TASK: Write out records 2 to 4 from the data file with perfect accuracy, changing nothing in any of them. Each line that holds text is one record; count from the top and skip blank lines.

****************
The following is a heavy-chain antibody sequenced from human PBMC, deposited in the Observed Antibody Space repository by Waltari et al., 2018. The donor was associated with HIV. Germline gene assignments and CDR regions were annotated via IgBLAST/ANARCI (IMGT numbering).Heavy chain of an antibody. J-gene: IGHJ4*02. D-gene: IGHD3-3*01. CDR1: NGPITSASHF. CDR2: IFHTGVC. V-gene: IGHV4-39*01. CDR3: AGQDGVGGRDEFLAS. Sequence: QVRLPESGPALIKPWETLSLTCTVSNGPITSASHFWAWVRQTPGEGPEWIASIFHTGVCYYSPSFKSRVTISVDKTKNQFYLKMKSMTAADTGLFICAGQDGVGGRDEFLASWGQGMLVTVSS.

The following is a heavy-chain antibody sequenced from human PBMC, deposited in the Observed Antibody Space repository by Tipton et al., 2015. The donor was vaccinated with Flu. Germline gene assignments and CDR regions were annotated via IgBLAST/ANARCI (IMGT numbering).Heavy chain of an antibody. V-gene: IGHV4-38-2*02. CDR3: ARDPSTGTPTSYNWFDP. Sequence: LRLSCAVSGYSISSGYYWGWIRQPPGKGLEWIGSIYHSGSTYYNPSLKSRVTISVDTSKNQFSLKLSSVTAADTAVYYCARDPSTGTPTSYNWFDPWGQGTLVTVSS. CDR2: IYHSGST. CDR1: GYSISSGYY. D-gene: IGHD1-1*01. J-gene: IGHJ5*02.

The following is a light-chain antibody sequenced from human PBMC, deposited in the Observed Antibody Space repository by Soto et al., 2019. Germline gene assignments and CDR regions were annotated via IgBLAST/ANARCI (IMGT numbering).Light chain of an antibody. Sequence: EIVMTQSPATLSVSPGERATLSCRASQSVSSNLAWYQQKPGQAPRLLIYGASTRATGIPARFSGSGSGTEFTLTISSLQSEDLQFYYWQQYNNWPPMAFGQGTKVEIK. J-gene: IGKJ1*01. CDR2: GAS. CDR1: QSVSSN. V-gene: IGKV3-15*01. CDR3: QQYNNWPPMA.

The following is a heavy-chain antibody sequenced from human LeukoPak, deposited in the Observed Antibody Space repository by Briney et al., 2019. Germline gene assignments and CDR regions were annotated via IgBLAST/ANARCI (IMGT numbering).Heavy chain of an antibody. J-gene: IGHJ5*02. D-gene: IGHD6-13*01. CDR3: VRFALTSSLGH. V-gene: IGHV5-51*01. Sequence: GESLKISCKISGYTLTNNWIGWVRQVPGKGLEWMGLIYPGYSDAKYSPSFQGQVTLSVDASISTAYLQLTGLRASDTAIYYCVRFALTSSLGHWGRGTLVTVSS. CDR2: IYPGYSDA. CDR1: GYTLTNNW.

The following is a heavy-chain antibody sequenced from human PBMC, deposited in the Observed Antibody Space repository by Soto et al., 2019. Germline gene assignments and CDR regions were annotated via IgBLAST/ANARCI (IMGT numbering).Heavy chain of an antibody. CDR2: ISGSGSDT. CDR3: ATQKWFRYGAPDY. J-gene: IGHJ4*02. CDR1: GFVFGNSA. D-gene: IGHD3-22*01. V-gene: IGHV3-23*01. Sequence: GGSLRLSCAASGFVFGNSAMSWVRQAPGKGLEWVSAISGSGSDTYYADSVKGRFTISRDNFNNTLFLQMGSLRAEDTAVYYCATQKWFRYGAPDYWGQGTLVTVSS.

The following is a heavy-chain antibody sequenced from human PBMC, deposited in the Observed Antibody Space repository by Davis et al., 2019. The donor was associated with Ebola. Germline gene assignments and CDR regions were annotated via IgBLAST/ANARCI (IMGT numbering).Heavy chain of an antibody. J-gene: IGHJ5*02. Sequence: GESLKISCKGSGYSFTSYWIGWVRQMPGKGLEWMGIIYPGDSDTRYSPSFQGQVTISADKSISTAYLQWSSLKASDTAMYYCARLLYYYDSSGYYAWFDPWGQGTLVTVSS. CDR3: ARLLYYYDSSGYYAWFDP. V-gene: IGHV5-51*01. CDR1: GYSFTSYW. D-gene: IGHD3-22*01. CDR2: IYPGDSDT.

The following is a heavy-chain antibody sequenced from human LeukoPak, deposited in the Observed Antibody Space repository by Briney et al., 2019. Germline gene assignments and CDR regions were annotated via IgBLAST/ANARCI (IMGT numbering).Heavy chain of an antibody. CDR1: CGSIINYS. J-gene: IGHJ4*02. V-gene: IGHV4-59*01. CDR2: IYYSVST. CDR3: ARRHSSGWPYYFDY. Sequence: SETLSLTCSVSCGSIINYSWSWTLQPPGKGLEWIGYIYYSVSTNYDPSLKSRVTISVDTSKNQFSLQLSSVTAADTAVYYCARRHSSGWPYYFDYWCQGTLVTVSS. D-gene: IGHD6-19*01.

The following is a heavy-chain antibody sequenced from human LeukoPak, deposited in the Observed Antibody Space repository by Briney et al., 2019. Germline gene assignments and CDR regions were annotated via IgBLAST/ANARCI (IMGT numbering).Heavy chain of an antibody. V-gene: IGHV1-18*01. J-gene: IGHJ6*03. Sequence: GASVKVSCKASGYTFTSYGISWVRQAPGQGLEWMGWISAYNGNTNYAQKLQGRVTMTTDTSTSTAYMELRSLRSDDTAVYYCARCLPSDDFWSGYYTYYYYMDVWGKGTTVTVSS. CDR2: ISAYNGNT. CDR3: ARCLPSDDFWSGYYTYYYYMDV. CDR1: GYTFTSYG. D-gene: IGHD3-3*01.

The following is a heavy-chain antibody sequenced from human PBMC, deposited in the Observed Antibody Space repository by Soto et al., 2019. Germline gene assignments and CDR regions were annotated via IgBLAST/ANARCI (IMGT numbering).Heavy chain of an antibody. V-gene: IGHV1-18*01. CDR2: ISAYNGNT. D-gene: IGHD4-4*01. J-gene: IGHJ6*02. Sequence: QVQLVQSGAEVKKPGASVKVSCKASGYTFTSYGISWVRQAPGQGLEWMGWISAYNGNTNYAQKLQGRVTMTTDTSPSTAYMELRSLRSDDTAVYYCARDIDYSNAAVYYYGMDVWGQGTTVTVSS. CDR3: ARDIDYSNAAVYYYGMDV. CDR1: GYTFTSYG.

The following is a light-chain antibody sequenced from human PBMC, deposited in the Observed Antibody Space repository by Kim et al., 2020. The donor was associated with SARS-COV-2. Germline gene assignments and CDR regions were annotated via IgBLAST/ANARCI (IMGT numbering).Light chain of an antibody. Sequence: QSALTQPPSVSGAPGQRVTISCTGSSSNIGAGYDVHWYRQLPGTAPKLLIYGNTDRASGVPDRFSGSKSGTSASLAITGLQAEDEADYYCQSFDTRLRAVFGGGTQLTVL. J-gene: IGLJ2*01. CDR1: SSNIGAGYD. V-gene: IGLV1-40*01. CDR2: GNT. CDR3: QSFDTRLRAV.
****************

The following is a heavy-chain antibody sequenced from human PBMC, deposited in the Observed Antibody Space repository by Tipton et al., 2015. The donor was vaccinated with Flu. Germline gene assignments and CDR regions were annotated via IgBLAST/ANARCI (IMGT numbering).Heavy chain of an antibody. V-gene: IGHV4-38-2*02. CDR3: ARDPSTGTPTSYNWFDP. Sequence: LRLSCAVSGYSISSGYYWGWIRQPPGKGLEWIGSIYHSGSTYYNPSLKSRVTISVDTSKNQFSLKLSSVTAADTAVYYCARDPSTGTPTSYNWFDPWGQGTLVTVSS. CDR2: IYHSGST. CDR1: GYSISSGYY. D-gene: IGHD1-1*01. J-gene: IGHJ5*02.

The following is a light-chain antibody sequenced from human PBMC, deposited in the Observed Antibody Space repository by Soto et al., 2019. Germline gene assignments and CDR regions were annotated via IgBLAST/ANARCI (IMGT numbering).Light chain of an antibody. Sequence: EIVMTQSPATLSVSPGERATLSCRASQSVSSNLAWYQQKPGQAPRLLIYGASTRATGIPARFSGSGSGTEFTLTISSLQSEDLQFYYWQQYNNWPPMAFGQGTKVEIK. J-gene: IGKJ1*01. CDR2: GAS. CDR1: QSVSSN. V-gene: IGKV3-15*01. CDR3: QQYNNWPPMA.

The following is a heavy-chain antibody sequenced from human LeukoPak, deposited in the Observed Antibody Space repository by Briney et al., 2019. Germline gene assignments and CDR regions were annotated via IgBLAST/ANARCI (IMGT numbering).Heavy chain of an antibody. J-gene: IGHJ5*02. D-gene: IGHD6-13*01. CDR3: VRFALTSSLGH. V-gene: IGHV5-51*01. Sequence: GESLKISCKISGYTLTNNWIGWVRQVPGKGLEWMGLIYPGYSDAKYSPSFQGQVTLSVDASISTAYLQLTGLRASDTAIYYCVRFALTSSLGHWGRGTLVTVSS. CDR2: IYPGYSDA. CDR1: GYTLTNNW.